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Nortriptyline (sometimes abbreviated NTP in technical documents) is a second-generation tricyclic antidepressant marketed as the hydrochloride under the trade names Sensoval, Aventyl, Pamelor, Norpress, Allegron and Nortrilen. It is used in the treatment of major depression and childhood nocturnal enuresis (bedwetting). In addition, it is sometimes used for chronic illnesses such as chronic fatigue syndrome, chronic pain and migraines, and labile affect in some neurological conditions.

Clinical pharmacology

Nortriptyline is the active metabolite of amitriptyline which is demethylated in the liver, and which inhibits the reuptake of norepinephrine (noradrenaline), and, to a lesser extent, serotonin. Nortriptyline also presents clinically relevant post-synaptic antagonism of muscarinergic and 5HT2A receptors. The former is responsible for anticholinergic side-effects, whereas the affinity for 5HT2A may be responsible for its sleep-improving effect. In the short run however, nortryptiline may disturb sleep due to its activating effect.


Nortriptyline is FDA-approved for the treatment of major depression. In the United Kingdommarker, it may also be used for treating nocturnal enuresis, with courses of treatment lasting no more than three months. It is also used off-label for the treatment of panic disorder, irritable bowel syndrome, migraine prophylaxis and chronic pain or neuralgia modification (particularly TMJ disorder). It can also aid in quitting smoking, with one study showing a six-month abstinence rate of 14% for subjects receiving nortriptyline compared to 3% for subjects not undergoing pharmacological treatment. Research has been done suggesting it can reduce symptoms of ADHD. It should be noted, however, that the co-administration of Tricyclic Antidepressants and stimulant ADD medications is highly inadvisable. Due to the blocking effect such medications have on both norepinephrine and serotonin, the stimulant properties of ADD medications can be severely potentiated, resulting in a risk of hypertension, tachycardia, and central overstimulation.


Nortriptyline is metabolised in the liver by hepatic enzyme CYP2D6. Approximately 7 to 10 percent of caucasians are poor metabolisers and might experience more adverse effects, so a lower dosage is often necessary in these individuals. Blood levels of nortriptyline should be obtained during long term treatment to avoid toxicity and optimise response.


For depression: Low starting doses are used, increasing as necessary to 75–100 mg (0–50 mg for adolescents and the elderly). Maximum daily dosage is 150 mg.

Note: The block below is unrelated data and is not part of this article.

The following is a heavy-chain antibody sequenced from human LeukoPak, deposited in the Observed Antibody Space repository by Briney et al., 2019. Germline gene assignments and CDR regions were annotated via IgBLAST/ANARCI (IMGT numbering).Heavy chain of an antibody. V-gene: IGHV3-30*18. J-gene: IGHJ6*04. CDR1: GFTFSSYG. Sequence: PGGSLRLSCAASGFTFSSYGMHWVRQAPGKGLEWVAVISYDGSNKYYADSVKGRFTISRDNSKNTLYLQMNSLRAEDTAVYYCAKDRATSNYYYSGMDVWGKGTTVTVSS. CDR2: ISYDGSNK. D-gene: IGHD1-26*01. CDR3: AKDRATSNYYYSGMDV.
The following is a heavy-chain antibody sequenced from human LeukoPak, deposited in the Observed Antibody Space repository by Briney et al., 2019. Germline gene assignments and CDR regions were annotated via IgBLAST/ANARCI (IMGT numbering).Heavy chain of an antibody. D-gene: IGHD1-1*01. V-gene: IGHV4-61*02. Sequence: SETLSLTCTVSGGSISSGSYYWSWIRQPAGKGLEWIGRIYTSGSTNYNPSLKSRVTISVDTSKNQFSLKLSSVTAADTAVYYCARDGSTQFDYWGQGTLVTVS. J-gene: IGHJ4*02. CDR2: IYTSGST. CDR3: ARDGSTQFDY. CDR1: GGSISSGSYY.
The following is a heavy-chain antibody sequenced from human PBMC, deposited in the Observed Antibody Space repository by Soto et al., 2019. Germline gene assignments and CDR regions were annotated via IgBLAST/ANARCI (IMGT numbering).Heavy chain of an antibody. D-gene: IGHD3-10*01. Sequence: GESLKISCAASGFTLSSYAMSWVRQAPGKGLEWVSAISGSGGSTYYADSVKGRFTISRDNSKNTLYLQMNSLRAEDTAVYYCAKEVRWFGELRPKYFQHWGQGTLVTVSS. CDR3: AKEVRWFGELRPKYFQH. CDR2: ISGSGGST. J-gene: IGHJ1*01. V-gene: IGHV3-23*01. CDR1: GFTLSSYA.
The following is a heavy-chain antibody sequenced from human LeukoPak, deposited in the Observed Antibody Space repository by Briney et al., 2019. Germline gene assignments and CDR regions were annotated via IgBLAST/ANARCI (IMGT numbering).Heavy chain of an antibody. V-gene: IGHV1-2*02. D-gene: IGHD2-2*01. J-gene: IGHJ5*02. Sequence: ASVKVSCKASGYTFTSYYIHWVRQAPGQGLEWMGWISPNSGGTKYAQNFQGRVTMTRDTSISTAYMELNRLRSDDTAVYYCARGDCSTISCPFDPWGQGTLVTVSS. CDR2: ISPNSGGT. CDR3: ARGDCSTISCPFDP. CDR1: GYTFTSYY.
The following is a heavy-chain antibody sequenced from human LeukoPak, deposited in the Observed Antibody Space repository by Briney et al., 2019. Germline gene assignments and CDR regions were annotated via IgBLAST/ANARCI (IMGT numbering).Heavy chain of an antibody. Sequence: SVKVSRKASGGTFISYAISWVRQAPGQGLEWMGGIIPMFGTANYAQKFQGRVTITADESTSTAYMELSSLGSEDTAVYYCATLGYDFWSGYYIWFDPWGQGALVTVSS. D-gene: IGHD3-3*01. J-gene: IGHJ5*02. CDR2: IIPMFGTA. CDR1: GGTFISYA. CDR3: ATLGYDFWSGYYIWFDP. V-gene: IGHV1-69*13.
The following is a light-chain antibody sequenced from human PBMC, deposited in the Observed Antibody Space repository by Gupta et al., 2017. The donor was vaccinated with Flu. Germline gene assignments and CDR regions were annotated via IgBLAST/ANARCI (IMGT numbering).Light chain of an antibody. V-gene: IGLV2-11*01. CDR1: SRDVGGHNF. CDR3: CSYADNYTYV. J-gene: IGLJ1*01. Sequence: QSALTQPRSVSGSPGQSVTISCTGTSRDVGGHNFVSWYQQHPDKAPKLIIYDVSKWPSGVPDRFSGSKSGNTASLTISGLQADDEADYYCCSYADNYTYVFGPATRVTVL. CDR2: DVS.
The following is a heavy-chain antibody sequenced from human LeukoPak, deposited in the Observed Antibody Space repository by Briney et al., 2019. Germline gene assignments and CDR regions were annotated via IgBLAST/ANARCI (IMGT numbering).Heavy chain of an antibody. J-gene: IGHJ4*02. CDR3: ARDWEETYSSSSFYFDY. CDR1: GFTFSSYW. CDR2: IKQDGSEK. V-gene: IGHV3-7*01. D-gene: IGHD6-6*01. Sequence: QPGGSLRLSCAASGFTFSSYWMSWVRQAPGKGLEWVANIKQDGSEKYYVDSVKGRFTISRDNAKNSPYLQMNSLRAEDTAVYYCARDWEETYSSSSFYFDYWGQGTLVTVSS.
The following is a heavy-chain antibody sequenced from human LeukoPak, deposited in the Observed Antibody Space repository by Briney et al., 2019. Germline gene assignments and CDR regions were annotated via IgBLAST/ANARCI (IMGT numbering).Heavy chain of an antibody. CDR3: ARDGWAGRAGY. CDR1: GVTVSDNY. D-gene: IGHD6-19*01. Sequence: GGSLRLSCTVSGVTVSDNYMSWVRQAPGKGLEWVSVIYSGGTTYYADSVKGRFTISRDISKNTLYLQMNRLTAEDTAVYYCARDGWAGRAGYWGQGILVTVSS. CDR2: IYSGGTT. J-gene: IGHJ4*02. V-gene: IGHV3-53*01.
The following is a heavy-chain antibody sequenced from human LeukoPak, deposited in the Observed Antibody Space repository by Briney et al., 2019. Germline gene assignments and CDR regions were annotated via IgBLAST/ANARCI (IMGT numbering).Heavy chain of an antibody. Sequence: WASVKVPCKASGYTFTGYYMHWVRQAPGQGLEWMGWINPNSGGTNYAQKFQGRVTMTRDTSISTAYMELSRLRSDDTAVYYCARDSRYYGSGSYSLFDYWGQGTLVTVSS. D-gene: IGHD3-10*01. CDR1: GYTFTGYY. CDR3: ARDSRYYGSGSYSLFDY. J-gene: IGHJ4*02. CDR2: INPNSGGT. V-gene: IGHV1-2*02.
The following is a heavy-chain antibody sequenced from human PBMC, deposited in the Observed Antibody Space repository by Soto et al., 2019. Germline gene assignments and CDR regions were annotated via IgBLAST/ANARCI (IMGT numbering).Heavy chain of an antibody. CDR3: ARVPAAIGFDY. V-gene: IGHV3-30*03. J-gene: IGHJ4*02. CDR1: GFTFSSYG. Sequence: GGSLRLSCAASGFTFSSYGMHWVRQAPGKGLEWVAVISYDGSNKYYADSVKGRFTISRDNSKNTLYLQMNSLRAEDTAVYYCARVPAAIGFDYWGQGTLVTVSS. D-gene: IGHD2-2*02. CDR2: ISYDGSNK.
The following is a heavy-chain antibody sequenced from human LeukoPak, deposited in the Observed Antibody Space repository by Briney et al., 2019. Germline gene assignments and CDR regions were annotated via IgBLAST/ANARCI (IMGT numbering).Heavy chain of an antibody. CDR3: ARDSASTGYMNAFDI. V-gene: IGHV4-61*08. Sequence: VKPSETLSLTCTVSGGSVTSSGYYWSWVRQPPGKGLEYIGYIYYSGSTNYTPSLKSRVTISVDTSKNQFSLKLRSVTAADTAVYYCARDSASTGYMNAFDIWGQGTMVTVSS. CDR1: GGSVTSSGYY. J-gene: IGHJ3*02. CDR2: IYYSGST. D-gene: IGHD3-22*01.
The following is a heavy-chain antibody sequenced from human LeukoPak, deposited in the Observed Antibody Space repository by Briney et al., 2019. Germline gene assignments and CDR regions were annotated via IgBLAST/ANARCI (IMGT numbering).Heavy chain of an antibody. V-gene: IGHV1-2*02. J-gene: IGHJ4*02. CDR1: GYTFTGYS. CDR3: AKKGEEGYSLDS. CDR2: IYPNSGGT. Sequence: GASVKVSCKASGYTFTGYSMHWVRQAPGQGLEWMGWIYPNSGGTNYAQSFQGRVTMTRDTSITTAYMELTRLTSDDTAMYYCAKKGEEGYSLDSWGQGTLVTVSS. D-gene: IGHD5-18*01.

For the management of nocturnal enuresis: lower dosages are used with the maximum period of treatment, including gradual withdrawal, being three months and a full examination including electrocardiogram (ECG or EKG) required before further courses.

For its off-label use for migraine and headache prophylaxis and treating chronic pain: Treatment is started at very low 10 mg once at night to minimise side-effects. The dose is then increased every two weeks if required to a maximum of 150 mg. Nortriptyline is effective for treating migraine-associated vertigo in the same dose titration with 100 mg usually being the maximum necessary dose.

Side effects

The most common side effects include dry mouth, sedation, constipation, and increased appetite. An occasional side effect is a rapid or irregular heartbeat. Alcohol may exacerbate some of its side effects and should be avoided.

However, the incidence of side effects with nortriptyline is lower than with the first-generation tricyclics (e.g., imipramine (Tofranil), amitriptyline (Elavil)).

A study with men has found that treatment with nortriptyline is associated with higher risk of suicidal ideation compared to escitalopram.


Closer monitoring is required for those with a history of cardiovascular disease, stroke, glaucoma, and/or seizures, as well as those that have hyperthyroidism or are receiving thyroid medication.

Excessive consumption of alcohol in combination with nortriptyline therapy may have a potentiating effect, which may lead to the danger of increased suicidal attempts or overdosage, especially in patients with histories of emotional disturbances or suicidal ideation.

Troublesome patient hostility may be aroused by the use of nortriptyline.


In the acute recovery phase after myocardial infarction (e.g., heart attack). As for all tricyclic antidepressants, concurrent use, or failure to allow a two week gap, with monoamine oxidase inhibitors (MAO inhibitors, e.g., phenelzine, tranylcypromine, etc.) may precipitate hyperpyretic crisis and/or severe convulsions; fatalities have occurred.


The symptoms and the treatment of an overdose are largely the same as for the other tricyclic antidepressants.


  1. British National Formulary 45 March 2003

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